India's central bank on Monday said risks to the growth of Asia's third-largest economy were "limited" after the US credit downgrade that has spooked global markets.
"India is not insulated from global developments. But in the worst phase of the recent global crisis, India's economy grew by 6.8 percent, suggesting high resilience emerging from local factors," the bank said in a statement.
"While downside risks to growth may have increased in the wake of global developments, they are likely to have a limited impact," the RBI added.
The bank said it would maintain sufficient rupee and foreign-currency liquidity to prevent any excessive volatility in local markets.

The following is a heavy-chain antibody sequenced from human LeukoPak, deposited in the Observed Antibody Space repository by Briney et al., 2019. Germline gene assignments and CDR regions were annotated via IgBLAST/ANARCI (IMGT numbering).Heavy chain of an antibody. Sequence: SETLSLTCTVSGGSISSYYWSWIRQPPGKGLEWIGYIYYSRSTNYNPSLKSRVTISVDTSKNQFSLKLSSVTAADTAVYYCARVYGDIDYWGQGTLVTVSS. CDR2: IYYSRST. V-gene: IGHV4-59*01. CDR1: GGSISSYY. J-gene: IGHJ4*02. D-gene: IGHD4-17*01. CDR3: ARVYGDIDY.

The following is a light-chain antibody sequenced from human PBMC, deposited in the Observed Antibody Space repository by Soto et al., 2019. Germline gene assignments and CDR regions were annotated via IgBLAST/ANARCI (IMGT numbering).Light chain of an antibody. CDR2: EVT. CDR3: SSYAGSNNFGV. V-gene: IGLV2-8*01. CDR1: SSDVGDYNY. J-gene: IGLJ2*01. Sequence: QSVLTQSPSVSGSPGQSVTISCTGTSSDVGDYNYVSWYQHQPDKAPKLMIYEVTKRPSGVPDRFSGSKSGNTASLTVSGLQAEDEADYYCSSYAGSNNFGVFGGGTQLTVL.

"The Reserve Bank (of India) is closely monitoring all key indicators and will continuously assess the impact of global developments on the rupee and macro-economic stability," it said.
Indian shares slid more than three percent to a 14-month low in morning trade Monday, led by a sell-off across Asia on concerns that a double-dip recession may be on the horizon.
India posted nearly seven percent growth during the 2008 global financial crisis, helped by substantial fiscal stimulus and a still relatively inward-looking economy.
While the country's economy has liberalised in the past two decades, it still remains largely domestically driven.
India's finance minister Pranab Mukherjee on Saturday said the US downgrade was "grave" but insisted the country's economy would still grow strongly.
Economic output, however, has fallen as a result of 11 interest rate hikes since March 2010 to tame near double-digit inflation.
Annual industrial output growth slowed to 5.6 percent in May -- its weakest pace in nine months and down from 8.5 percent expansion in the same month a year earlier. Data for June is expected on Friday.